“Keep your eyes wide open before marriage and half closed after.” Benjamin Franklin
“Perhaps, if you weren’t so busy regarding my shortcomings, you’d find that I do possess redeeming qualities, discreet as they may be. I notice when the sky is blue. I smile down at children. I laugh at any innocent attempt at humor. I quietly carry the burdens of others as though they were my own. And I say ‘I’m sorry’ when you don’t. I am not without fault, but I am not without goodness either.” Richelle E. Goodrich
“As a matter of fact, we are none of us above criticism; so let us bear with each other’s faults.” L. Frank Baum
“Because he has never forgiven himself any fault, he can forgive no one else’s.” Linda Berdoll
Nobody agrees with us one hundred percent of the time.
The hardest thing to come to terms with is the fact that nobody always agrees with us one hundred percent of the time. There are many times throughout the day when our closest family members sell us out or disappoint us. Of course, the ideas quickly depart from our minds because we just can’t handle the disappointment we feel. Spouses, children’s parent’s siblings, friends, co-workers, and bosses are all included.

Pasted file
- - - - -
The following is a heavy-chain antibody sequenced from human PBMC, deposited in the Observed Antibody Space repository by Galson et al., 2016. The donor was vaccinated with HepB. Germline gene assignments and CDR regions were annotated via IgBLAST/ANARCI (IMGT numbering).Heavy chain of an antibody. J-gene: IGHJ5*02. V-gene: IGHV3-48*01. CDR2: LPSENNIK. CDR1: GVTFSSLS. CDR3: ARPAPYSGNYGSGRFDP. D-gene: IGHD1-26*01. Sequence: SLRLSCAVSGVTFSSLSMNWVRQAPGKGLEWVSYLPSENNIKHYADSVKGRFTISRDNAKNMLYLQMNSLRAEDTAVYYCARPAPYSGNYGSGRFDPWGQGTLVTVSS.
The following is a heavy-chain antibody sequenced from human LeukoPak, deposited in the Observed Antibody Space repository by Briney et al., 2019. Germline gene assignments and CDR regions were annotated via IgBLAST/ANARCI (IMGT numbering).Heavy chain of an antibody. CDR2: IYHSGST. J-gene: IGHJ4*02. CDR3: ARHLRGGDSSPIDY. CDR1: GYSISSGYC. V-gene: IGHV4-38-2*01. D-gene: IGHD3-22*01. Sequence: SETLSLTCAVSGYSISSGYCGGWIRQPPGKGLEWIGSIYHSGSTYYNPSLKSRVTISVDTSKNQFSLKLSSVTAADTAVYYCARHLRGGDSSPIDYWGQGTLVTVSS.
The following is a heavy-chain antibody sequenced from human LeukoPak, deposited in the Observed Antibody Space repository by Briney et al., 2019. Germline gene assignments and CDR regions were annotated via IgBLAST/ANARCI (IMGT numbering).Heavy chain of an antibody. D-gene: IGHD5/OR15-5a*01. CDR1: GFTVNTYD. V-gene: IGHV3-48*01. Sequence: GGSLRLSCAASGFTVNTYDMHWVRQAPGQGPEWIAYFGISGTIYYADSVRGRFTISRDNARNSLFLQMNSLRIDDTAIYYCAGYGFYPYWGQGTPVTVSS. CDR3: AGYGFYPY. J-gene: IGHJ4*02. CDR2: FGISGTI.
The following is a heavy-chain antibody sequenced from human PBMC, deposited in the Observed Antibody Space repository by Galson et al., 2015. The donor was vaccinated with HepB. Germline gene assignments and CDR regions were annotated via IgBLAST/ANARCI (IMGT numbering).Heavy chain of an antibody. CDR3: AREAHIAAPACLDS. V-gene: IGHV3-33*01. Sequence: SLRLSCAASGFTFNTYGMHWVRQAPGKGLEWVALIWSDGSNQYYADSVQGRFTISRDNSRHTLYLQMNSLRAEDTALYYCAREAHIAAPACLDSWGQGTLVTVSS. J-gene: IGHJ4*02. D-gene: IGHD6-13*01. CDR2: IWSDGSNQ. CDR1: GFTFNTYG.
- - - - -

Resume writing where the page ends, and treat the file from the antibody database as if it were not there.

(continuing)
Checking this out takes courage. When we walk or run away from the hurt, we return when things have calmed down, and we perceive the person is now within their right minds. We never consider that perhaps it is the other way around, and the true colors were revealed if only for a brief moment. The war between family members is not what I am searching for, nor do I believe we don’t love and care for each other. I think that we all worry about our state of mind and body and if called upon to work hard for another, we manage it but not without a few scars in the process
Finding the truth is confusing
As important as it is to care for ourselves, we make some time for those we love and come to their support. Of course, at times, they are still frustrated because we have maybe not jumped as quickly as they had wanted. The more we feel justified in our reactions, the more they might feel wronged. At times finding the truth and meaning behind all of it is confusing.
What went wrong